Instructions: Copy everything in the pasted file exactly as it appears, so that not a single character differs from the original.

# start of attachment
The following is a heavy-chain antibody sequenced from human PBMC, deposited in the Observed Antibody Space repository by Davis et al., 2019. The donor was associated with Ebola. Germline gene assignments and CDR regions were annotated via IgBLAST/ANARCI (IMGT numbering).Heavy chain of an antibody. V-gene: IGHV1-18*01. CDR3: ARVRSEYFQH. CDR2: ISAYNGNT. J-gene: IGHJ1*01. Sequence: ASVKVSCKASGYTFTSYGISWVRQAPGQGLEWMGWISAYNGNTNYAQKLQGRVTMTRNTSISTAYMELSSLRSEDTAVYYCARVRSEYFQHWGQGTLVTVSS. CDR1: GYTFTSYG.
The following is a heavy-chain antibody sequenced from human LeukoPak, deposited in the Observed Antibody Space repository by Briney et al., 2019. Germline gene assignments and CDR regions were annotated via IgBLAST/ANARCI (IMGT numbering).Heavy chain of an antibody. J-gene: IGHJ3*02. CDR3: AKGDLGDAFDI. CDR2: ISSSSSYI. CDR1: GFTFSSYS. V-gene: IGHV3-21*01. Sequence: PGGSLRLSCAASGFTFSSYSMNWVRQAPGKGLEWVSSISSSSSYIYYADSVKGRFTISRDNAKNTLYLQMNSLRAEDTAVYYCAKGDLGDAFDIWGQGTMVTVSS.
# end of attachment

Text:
The following is a heavy-chain antibody sequenced from human PBMC, deposited in the Observed Antibody Space repository by Davis et al., 2019. The donor was associated with Ebola. Germline gene assignments and CDR regions were annotated via IgBLAST/ANARCI (IMGT numbering).Heavy chain of an antibody. V-gene: IGHV1-18*01. CDR3: ARVRSEYFQH. CDR2: ISAYNGNT. J-gene: IGHJ1*01. Sequence: ASVKVSCKASGYTFTSYGISWVRQAPGQGLEWMGWISAYNGNTNYAQKLQGRVTMTRNTSISTAYMELSSLRSEDTAVYYCARVRSEYFQHWGQGTLVTVSS. CDR1: GYTFTSYG.
The following is a heavy-chain antibody sequenced from human LeukoPak, deposited in the Observed Antibody Space repository by Briney et al., 2019. Germline gene assignments and CDR regions were annotated via IgBLAST/ANARCI (IMGT numbering).Heavy chain of an antibody. J-gene: IGHJ3*02. CDR3: AKGDLGDAFDI. CDR2: ISSSSSYI. CDR1: GFTFSSYS. V-gene: IGHV3-21*01. Sequence: PGGSLRLSCAASGFTFSSYSMNWVRQAPGKGLEWVSSISSSSSYIYYADSVKGRFTISRDNAKNTLYLQMNSLRAEDTAVYYCAKGDLGDAFDIWGQGTMVTVSS.